A large part of current research focuses on investigating mechanisms of action, or “active ingredients” of interventions aimed to improve self-regulation and build resilience to stress in order to enable the translation of interventions into community-based programs.”
The authors highlight the importance of social support as a key driver of holistic health and health habits, as well as a key element of the solution to stress. Social networks can be both positive and promote health and negative and increase stress. At their best these networks “improve physical health and are probably the biggest contributor to positive mental health. Positive social networks improve productivity, healthy behavior, immune function, disease recovery, purpose, resilience and overall quality of life.”
Positive behavior change and maintenance don’t happen in a vacuum. Much research has highlighted the importance of close personal relationships in improving physical and mental health, the authors wrote, but “the challenge remains to translate such knowledge into interventions to improve social relationships.”
In healthcare, patient-provider interactions can function as social support, now that medical practice has moved toward a patient-centered approach in which patients are no longer simply passive recipients of medical care. Research has shown, for example, that patients can place the quality, humaneness, and competence of the provider above the health outcome.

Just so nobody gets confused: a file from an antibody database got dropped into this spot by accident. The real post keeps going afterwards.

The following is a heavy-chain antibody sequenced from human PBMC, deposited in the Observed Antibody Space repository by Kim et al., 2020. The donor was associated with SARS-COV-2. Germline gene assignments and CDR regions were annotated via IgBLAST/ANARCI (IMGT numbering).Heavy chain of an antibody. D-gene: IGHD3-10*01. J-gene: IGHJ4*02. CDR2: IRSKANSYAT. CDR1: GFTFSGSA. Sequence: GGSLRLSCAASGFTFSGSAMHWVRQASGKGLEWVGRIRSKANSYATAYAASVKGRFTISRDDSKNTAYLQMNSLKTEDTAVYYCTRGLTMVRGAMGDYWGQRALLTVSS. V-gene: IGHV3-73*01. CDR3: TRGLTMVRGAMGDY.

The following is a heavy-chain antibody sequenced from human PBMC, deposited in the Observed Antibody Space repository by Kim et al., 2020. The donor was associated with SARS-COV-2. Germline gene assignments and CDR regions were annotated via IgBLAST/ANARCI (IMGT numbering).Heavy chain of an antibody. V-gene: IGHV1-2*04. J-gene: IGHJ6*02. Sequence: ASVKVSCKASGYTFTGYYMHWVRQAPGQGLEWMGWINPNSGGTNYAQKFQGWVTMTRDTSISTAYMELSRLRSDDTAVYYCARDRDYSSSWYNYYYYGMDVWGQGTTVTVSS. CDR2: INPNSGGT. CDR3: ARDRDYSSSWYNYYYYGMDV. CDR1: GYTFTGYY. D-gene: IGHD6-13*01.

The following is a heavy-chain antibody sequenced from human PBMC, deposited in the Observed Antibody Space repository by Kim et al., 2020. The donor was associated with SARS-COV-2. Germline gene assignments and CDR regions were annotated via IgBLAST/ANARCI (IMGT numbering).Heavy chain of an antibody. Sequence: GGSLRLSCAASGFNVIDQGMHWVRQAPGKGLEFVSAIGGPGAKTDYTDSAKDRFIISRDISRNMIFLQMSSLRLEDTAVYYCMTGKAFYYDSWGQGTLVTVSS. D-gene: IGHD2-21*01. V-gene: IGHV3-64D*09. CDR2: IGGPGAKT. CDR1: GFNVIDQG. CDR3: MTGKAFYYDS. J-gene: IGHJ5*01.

However, even if the relationship is positive, there may still be challenges related to adherence to prescribed regimens. The WHO found that 50% of patients with chronic disease don’t adhere to their medical recommendations. In recent years, this lack of compliance has been viewed more productively as an issue of self-regulation which benefits from social support.
Health and wellness coaches can put the health behavior change findings of health psychology into action. For example, a taxonomy of 93 health behavior change techniques is a valuable menu for coaches. Note the authors: “Behavior change techniques such as goal setting and self-monitoring appear particularly useful in promoting the development of healthy behaviors, while factors related to internal motivation and autonomy appear more critical for maintaining those efforts.”
New forms of cognitive behavioral interventions can be readily integrated into coaching — such as those based on mindfulness, compassion, gratitude, and acceptance which are “geared towards empowering individuals to take greater control over their own thoughts, emotions, behaviors, and habits.”
The authors conclude: “To reduce the immense public health burden of chronic disease, health behavior change is necessary at the population level. Positive social networks along with efforts to improve self-regulation are critical to establishing and maintaining healthy attitudes and behavior. Public policy to address income inequality will help alleviate health disparities, but similar to the underlying biological mechanisms of stress, issues surrounding inequality are highly complex and often bidirectional. A wide opportunity for intervention lies in additional suffering that often goes beyond the initial stressor.”
Cultivate a sense of purpose, acceptance of life’s vagaries, positive and close social relationships, and healthy habits, including a nutritious diet, sufficient exercise and sleep, as well as a mindset of moderation and optimism.
Johnson, Blair T., and Acabchuk, Rebecca L. What Are the Keys to a Longer, Happier Life? Answers from Five Decades of Health Psychology Research. Social Science & Medicine. 2018 Jan; 196: 218–226. Published online 2017 Nov 4. doi: 10.1016/j.socscimed.2017.11.001.